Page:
SARTG WW RTTY Contest--Digital, from Aug 21, 0000Z to Aug 22, 1600Z. Bands (MHz): 3.5-28. Frequencies (MHz): Multiple operating periods. Exchange: RST and serial. Logs due: Oct 9. Rules

Russian District Award Contest--Phone,CW, from Aug 21, 0800Z to Aug 22, 0800Z. Bands (MHz): 1.8-28. Exchange: RS(T), serial or Russian district. Logs due: 30 days. Rules

Silent Key Memorial Sprint--CW, from Aug 21, 1500Z to Aug 21, 1800Z. Bands (MHz): 1.8-28. Exchange: RST, S/P/C, QRP ARCI mbr nr or pwr. Logs due: Sep 15. Rules

North American QSO Party--Phone, from Aug 21, 1800Z to Aug 22, 0600Z. Bands (MHz): 1.8-28. Exchange: Name and state. Logs due: 14 days. Rules

New Jersey QSO Party--Phone,CW, from Aug 21, 2000Z to Aug 22, 0700Z and Aug 22, 1300Z to Aug 23, 0200Z. Bands (MHz): 1.8-28, 50,144, Frequencies (MHz): Multiple operating periods. Exchange: Serial and NJ county or S/P/C. Logs due: Sep 13. Rules

Run For the Bacon--CW, from Aug 23, 0200Z to Aug 23, 0400Z. Bands (MHz): 1.8-28. Monthly on the third Sunday local time. Exchange: RST, S/P/C, Flying Pig nr or power. Rules

Hawaii QSO Party--Phone,CW,Digital, from Aug 28, 0700Z to Aug 29, 2200Z. Bands (MHz): 1.8-28. Exchange: RS(T) and HI location ID or S/P/C. Logs due: 30 days. Rules

YO DX Contest--Phone,CW, from Aug 28, 1200Z to Aug 29, 1159Z. Bands (MHz): 3.5-28. Exchange: RS(T), serial or YO district. Logs due: 30 days. Rules

SCC RTTY Championship--Digital, from Aug 28, 1200Z to Aug 29, 1159Z. Bands (MHz): 3.5-28. Exchange: RST, 4-char year first licensed. Logs due: Sep 15. Rules

Kansas QSO Party--Phone,CW,Digital, from Aug 28, 1400Z to Aug 29, 0200Z and Aug 29, 1400Z to Aug 29, 2000Z. Bands (MHz): 3.5-28, 50,144, Frequencies (MHz): CW--40 kHz above band edge; Phone--3.840, 7.240, 14.240, 21.340, 28.440. Exchange: RS(T) and KS county or S/P/"DX". Logs due: Oct 1. Rules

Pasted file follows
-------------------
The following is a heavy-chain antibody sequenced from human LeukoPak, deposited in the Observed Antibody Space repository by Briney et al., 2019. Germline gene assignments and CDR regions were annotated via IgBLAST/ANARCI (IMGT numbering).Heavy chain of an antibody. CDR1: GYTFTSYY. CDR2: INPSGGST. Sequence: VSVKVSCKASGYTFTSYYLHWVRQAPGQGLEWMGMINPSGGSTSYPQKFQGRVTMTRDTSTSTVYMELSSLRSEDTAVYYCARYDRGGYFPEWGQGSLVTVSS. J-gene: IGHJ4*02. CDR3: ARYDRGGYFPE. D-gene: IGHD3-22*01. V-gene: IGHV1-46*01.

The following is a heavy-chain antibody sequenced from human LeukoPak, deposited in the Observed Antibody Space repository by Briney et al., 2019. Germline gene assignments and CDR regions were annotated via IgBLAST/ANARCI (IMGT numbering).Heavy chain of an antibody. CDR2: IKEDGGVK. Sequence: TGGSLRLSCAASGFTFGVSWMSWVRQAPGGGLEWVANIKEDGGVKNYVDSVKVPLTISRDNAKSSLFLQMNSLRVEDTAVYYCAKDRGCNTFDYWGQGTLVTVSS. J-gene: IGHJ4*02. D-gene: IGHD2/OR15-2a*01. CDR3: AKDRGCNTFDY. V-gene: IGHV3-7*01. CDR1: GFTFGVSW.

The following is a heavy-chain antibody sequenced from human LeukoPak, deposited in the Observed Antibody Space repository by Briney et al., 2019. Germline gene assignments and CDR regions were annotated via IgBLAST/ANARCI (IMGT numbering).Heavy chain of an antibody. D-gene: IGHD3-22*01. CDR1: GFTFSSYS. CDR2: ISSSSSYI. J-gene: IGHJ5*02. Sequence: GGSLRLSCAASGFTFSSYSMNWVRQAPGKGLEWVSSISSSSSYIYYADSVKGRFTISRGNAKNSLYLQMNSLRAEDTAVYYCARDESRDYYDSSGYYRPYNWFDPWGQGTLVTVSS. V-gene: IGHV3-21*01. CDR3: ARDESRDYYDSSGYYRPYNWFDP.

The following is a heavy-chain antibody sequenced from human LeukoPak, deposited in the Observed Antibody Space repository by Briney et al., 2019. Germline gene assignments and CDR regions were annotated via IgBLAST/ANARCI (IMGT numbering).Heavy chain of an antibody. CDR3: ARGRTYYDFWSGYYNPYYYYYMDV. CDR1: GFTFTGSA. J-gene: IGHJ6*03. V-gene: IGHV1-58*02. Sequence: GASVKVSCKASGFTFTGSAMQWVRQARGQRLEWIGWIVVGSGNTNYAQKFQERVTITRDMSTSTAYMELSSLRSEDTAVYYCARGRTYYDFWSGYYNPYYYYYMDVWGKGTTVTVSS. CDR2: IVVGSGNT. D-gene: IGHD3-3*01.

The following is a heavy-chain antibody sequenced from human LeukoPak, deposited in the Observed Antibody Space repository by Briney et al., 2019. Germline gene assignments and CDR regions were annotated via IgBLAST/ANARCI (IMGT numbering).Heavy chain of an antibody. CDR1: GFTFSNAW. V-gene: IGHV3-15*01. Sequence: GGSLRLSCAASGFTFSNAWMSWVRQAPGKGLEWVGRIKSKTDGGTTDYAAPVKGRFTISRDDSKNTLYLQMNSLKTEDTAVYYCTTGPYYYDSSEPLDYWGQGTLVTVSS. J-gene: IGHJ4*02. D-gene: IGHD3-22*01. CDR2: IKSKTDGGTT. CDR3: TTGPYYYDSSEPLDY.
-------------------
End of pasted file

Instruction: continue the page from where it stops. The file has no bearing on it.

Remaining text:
Ohio QSO Party--Phone,CW, from Aug 28, 1600Z to Aug 29, 0400Z. Bands (MHz): 3.5-28. Exchange: Serial and S/P or "DX". Logs due: 30 days. Rules

ALARA Contest--Phone,CW, from Aug 28, 0400Z to Aug 28, 1359Z and Aug 29, 0400Z to Aug 29, 1359Z. Bands (MHz): 3.5-28, 144,440, Frequencies (MHz): Multiple operating periods. Exchange: RS(T), serial, ALARA nr, name. Logs due: Sep 30. Rules

South Africa DX Contest--CW, from Aug 29, 1400Z to Aug 29, 1600Z. Bands (MHz): 3.5-14. Exchange: RS and serial. Logs due: 15 days. Rules


ARRL 10 GHz and Up Contest--Phone,CW,Digital, from Aug 21, 6 AM to Aug 21, 12 AM. Bands (MHz): 10G+. Exchange: 6-character grid locator. Logs due: Oct 21. Rules

New Jersey QSO Party--Phone,CW, from Aug 21, 2000Z to Aug 22, 0700Z and Aug 22, 1300Z to Aug 23, 0200Z. Bands (MHz): 1.8-28, 50,144, Frequencies (MHz): Multiple operating periods. Exchange: Serial and NJ county or S/P/C. Logs due: Sep 13. Rules

Kansas QSO Party--Phone,CW,Digital, from Aug 28, 1400Z to Aug 29, 0200Z and Aug 29, 1400Z to Aug 29, 2000Z. Bands (MHz): 3.5-28, 50,144, Frequencies (MHz): CW--40 kHz above band edge; Phone--3.840, 7.240, 14.240, 21.340, 28.440. Exchange: RS(T) and KS county or S/P/"DX". Logs due: Oct 1. Rules

ALARA Contest--Phone,CW, from Aug 28, 0400Z to Aug 28, 1359Z and Aug 29, 0400Z to Aug 29, 1359Z. Bands (MHz): 3.5-28, 144,440, Frequencies (MHz): Multiple operating periods. Exchange: RS(T), serial, ALARA nr, name. Logs due: Sep 30. Rules


August 18 through August 31

August 18 - DMC RTTY Contest

August 18 - ARRL Rookie Roundup, SSB

August 19 - RSGB 80m Club Sprint, CW

August 21 - North American QSO Party, CW

August 22 - Run for the Bacon QRP Contest

August 23 - 10-10 Int. Summer Contest, SSB

August 30 - WAE DX Contest, CW

August 31 - Venezuelan Ind. Day Contest

August 31 - European HF Championship


ARRL Contest Update wishes to acknowledge information from WA7BNM's Contest Calendar and SM3CER's Contest Calendar.